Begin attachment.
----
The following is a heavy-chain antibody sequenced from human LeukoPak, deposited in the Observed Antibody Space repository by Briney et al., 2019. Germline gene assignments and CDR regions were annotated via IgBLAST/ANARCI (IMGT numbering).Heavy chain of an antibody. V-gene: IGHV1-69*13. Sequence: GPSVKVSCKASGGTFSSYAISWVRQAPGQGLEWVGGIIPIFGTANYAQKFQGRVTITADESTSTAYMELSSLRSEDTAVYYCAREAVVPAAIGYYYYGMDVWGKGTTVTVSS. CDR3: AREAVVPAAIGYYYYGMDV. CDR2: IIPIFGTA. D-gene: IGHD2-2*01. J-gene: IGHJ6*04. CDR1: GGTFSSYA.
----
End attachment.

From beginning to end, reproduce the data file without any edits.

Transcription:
The following is a heavy-chain antibody sequenced from human LeukoPak, deposited in the Observed Antibody Space repository by Briney et al., 2019. Germline gene assignments and CDR regions were annotated via IgBLAST/ANARCI (IMGT numbering).Heavy chain of an antibody. V-gene: IGHV1-69*13. Sequence: GPSVKVSCKASGGTFSSYAISWVRQAPGQGLEWVGGIIPIFGTANYAQKFQGRVTITADESTSTAYMELSSLRSEDTAVYYCAREAVVPAAIGYYYYGMDVWGKGTTVTVSS. CDR3: AREAVVPAAIGYYYYGMDV. CDR2: IIPIFGTA. D-gene: IGHD2-2*01. J-gene: IGHJ6*04. CDR1: GGTFSSYA.